Is there a problem with the allocation of grants and scholarships to qualified and outstanding students? Is there transparency in the eligibility and selection process, especially with Bahrain not releasing the names of students awarded grants since 2012?

Al-Aradi is studying today for a Bachelor’s degree in Arabic language at the University of Bahrain at the expense of his family, after the Ministry of Education refused to recognize the report submitted by the Ministry of Health proving that the young man is multi-handicapped, thus depriving him of the grant.

Every year, for the past ten years, the Bahrain Transparency Society (BTS), a civil society that works to promote transparency and combat corruption in Bahrain, issues an annual statement calling on the Ministry of Education to publish the results of the allocation of grants and scholarships in the local press. It maintains this practice in implementation of the principle of transparency and the right of access to information as well as to verify that the ministry had followed fair professional standards when it comes to distributing scholarships to deserving students without any discrimination or favoritism, whether they were ones granted by the ministry itself, provided by major companies, or granted by foreign governments through their embassies in Bahrain.

The society believes that depriving outstanding students of opportunities to study the majors they strive for violates Bahrain’s commitments as stated in the Convention against Discrimination in Education adopted by the General Conference of the United Nations Educational, Scientific and Cultural Organization, which was ratified by Bahrain and has become part of its national legal system.

Sharaf al-Mousawi, chair of the Board of Directors of the Bahrain Transparency Society on Policies and Relations, tells Raseef22, “We urge parents and students to file grievances and complaints regarding the results of the allocation of scholarships with the ministry. We have also called on and appealed to the ministry to change its approach when it comes to distributing scholarships, but unfortunately we haven’t been met with a response on their part to do so or to at least publicly announce the results.”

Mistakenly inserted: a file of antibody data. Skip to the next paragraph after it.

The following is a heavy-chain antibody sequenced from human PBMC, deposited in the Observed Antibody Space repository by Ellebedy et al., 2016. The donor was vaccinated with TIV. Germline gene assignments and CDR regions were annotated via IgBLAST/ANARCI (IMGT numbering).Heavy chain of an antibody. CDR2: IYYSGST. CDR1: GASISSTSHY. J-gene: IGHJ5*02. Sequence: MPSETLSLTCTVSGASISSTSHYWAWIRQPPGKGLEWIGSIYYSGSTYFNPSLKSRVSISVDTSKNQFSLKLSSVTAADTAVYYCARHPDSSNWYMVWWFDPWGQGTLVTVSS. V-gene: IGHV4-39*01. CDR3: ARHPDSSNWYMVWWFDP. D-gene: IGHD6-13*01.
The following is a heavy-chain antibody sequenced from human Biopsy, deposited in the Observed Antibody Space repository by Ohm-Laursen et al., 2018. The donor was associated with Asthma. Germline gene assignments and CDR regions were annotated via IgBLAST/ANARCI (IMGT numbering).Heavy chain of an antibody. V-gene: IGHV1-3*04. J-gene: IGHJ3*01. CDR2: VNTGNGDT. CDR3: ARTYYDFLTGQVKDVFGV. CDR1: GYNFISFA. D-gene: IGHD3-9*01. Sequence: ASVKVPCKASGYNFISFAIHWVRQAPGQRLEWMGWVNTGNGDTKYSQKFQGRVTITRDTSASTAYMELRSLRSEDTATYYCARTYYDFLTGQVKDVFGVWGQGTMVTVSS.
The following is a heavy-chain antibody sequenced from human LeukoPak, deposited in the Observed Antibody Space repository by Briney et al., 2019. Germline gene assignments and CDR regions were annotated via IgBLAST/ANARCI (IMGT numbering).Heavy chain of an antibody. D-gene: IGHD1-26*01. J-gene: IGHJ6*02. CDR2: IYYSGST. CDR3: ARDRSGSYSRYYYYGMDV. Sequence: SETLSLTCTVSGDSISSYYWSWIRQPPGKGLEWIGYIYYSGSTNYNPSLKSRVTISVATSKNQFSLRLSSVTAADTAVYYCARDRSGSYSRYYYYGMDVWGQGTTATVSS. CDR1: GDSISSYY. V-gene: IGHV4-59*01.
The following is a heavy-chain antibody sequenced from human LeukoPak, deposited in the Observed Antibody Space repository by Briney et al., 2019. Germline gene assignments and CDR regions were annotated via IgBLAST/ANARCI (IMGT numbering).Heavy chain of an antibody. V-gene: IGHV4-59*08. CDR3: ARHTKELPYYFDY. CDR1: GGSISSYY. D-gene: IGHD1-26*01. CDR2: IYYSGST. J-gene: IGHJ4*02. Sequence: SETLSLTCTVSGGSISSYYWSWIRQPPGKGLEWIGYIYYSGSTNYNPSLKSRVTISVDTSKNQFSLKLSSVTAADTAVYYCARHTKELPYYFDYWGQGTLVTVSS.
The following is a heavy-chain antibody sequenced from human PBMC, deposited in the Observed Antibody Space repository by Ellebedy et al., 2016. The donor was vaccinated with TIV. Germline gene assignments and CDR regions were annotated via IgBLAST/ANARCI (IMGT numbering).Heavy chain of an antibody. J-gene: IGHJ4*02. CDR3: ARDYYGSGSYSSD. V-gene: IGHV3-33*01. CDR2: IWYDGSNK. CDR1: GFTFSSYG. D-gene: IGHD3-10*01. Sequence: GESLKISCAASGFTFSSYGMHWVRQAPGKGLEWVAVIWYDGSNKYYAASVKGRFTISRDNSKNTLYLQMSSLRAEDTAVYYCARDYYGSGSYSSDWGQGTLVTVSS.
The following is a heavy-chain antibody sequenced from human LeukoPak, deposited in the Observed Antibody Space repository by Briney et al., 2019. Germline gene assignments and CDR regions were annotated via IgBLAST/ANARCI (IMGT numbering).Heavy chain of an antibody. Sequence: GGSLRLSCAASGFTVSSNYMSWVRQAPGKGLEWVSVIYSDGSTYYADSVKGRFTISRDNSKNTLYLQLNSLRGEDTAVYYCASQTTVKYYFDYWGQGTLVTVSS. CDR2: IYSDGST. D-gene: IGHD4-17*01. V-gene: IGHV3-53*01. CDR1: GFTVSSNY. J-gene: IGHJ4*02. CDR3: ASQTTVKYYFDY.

“To Safeguard Privacy”

In response to Raseef22’s questions, the ministry stated that allocating scholarships is done electronically according to grade point average (GPA). The Ministry’s Communication Department stated that the students’ choice for major are sorted electronically in a system specialized to receive their applications, only according to GPA, in order to achieve equal opportunities. The ministry indicated that it annually accounts for the needs of the labor market in the various majors that make up the key features of the student scholarship program, and puts them up for competition among students in accordance with the adopted standards and the available capabilities.

“Officials in Bahrain’s Ministry of Education unanimously agree that a student’s average score is the first criterion for accepting the scholarship application. However, the evidence on the ground indicates otherwise.”

In its response, the communication department also referred to Article 19 of the Bahraini constitution, which states that personal freedom is guaranteed in accordance with the law, and “therefore, publishing the results of the grants and scholarships contradicts with the individual’s right to preserve his privacy and secrets.”

A Flaw in the Mechanism